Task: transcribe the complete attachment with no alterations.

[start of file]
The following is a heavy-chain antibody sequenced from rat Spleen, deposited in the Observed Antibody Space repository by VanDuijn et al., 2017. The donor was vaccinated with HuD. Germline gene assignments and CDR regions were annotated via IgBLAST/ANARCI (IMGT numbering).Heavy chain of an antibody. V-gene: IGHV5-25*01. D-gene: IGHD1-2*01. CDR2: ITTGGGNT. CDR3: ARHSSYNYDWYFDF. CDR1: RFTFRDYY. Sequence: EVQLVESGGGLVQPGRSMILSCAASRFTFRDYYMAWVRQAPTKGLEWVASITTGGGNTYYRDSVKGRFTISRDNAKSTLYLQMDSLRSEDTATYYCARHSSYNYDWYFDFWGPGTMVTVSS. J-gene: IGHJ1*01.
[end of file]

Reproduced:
The following is a heavy-chain antibody sequenced from rat Spleen, deposited in the Observed Antibody Space repository by VanDuijn et al., 2017. The donor was vaccinated with HuD. Germline gene assignments and CDR regions were annotated via IgBLAST/ANARCI (IMGT numbering).Heavy chain of an antibody. V-gene: IGHV5-25*01. D-gene: IGHD1-2*01. CDR2: ITTGGGNT. CDR3: ARHSSYNYDWYFDF. CDR1: RFTFRDYY. Sequence: EVQLVESGGGLVQPGRSMILSCAASRFTFRDYYMAWVRQAPTKGLEWVASITTGGGNTYYRDSVKGRFTISRDNAKSTLYLQMDSLRSEDTATYYCARHSSYNYDWYFDFWGPGTMVTVSS. J-gene: IGHJ1*01.